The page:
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Peroneus longus
Posted: Feb 23 2022

Anatomy Of The Peroneus Longus Muscle - Everything You Need To Know - Dr. Nabil Ebraheim

Plays: 4991

Video Description

Dr. Ebraheim’s educational animated video describes the anatomy of Peroneus Longus muscle.

The peroneus longus muscle passes down the outside of the lower leg and on top of the peroneus brevis. The peroneus longus is a longer muscle and has larger muscle belly compared to the peroneus brevis.
Peroneus longus muscle is located within the lateral compartment of the lower leg. The lateral compartment of the lower leg contains both the peroneus longus and the peroneus brevis muscles. The lateral compartment also contains the superficial peroneal nerve. Both muscles of the lateral compartment are innervated by the superficial peroneal nerve.
The origin of the peroneus longus muscle comes from the head of the fibula and the upper 2/3 of the lateral aspect of the fibular shaft. It also originated form the anterior and posterior intermuscular septa of the leg. The peroneus longus tendon is inserted into the plantar posterolateral; aspect of the medial cuneiform and lateral side of 1st metatarsal base. The peroneus brevis tendon runs distally and inserts into the 5th metatarsal base. The peroneus longus tendon is inserted into the plantar posterolateral aspect of the medial cuneiform and lateral side of the 1st metatarsal base.
The superior peroneal retinacula is more important than the inferior retinaculum. The superior retinaculum is located in the distal 3 cm of the fibula. The superior retinaculum originates form the posterolateral ridge of the fibula and inserts into the lateral calcaneous .
Behind the fibula, the tendons run in a sulcus called the peroneal groove which is found on the fibula posteriorly. The tendons are stabilized by the superior peroneal retnaculum and the cartilaginous rim. Within the groove, the peroneus brevis tendon is anterior and medial to the peroneus longus. Both tendons curve anteriorly around the tip of the fibula. The peroneal tendons are contained in a common synovial sheath. Both tendons curve around the tip of the fibula anteriorly with the peroneal tubercle separating the tendons at the level of the calcaneus. At the level of the tubercle, the peroneus brevis is dorsal and the peroneus longus is plantar. next the peroneus longus tendon curves sharply, making a 90 degree turn medially and passing in a groove beneath the cuboid where it crosses to the plantar aspect of the foot before inserting medially into the base of the 1st metatarsal and the medial cunifrom.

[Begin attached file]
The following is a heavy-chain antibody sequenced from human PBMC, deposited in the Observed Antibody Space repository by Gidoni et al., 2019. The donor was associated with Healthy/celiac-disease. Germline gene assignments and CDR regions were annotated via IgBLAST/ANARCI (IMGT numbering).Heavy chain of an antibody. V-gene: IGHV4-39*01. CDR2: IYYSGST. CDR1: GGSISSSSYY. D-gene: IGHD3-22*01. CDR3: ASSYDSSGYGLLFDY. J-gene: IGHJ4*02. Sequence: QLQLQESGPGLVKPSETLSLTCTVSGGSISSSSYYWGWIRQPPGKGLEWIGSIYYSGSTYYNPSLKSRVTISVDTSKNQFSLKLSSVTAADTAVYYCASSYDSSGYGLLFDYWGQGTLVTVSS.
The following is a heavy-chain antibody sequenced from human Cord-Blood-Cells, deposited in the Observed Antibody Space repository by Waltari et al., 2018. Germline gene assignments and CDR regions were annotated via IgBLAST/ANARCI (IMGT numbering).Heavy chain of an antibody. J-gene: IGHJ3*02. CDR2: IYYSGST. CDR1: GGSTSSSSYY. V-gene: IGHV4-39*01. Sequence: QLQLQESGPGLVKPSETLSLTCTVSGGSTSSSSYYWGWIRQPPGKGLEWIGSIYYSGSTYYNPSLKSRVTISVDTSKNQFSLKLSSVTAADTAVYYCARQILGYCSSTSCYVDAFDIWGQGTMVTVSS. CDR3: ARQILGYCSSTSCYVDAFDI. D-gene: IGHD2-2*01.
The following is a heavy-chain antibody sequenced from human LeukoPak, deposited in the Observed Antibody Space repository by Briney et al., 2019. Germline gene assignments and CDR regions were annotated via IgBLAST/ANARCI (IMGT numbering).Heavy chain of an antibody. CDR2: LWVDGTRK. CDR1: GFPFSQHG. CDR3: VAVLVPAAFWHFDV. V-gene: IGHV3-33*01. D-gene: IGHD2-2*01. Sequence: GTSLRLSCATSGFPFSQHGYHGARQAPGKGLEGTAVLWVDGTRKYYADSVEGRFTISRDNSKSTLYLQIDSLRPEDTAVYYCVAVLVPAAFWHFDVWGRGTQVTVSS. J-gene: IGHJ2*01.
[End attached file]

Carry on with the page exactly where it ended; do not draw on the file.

The superficial peroneal nerve supplies the peroneal muscles (L5,S1,S2).
The peroneus longus muscle everts the hindfoot, flexes the ankle. The peroneus longus also plantar flexes the first ray (very important function).
Spome conditions that affect the peroneus longus muscle:
1-peroneus longus tendonitis (inflammation)
2-peroneus longus tendon rupture or tear: tears of the peroneus longus tendon are not common and usually occur at the peroneal tubercle.
3-Os Peroneum: there is an interesting observation involving rupture of the peroneus longus tendon that needs to be explained. The Os Peroneum is a sesomoid bone that is present within the peroneus longus tendon in about 20% of people’s feet and it is normally located less than 1 cm proximal or distal to the calcaneocuboid joint. The Os Peroneum moves with normal and abnormal tendon motion. This ossicle is located within the peroneus longus and should not be confused with the Os Vesalianum Pedis accessory bone or an apophysis of the fifth metatarsal. The oblique course of the peroneus longus tendon within the cuboid groove and the presence of the Os Peroneum along with sudden movement such as inversion and supination of the foot may cause rupture of the tendon at the site of the ossicle. If the Os Peroneum has proximal migration more than 1 cm from the calcaneocuboid joint, rupture of the peroneus longus tendon is likely. MRI can confirm the diagnosis. Os Peroneum is bilateral in about 60% of the patients and the ossicle is bipartite in 30% of the patients. Fractures of the Os Peroneum are rare. Fragment separation of 6 mm or more is associated with rupture of the peroneus longus tendon. Fragment separation of 2 mm or less is not important.
4-Peroneal tendon subluxation or dislocation: another condition that may occur involving the peroneus longus tendon is subluxation or dislocation of the tendon. The patient may feel a POP or SNAP sensation as the peroneal tendons move over the lateral malleolus due to rupture of the superior peroneal retinaculum.

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Background music provided as a free download from YouTube Audio Library.
Song Title: Every Step

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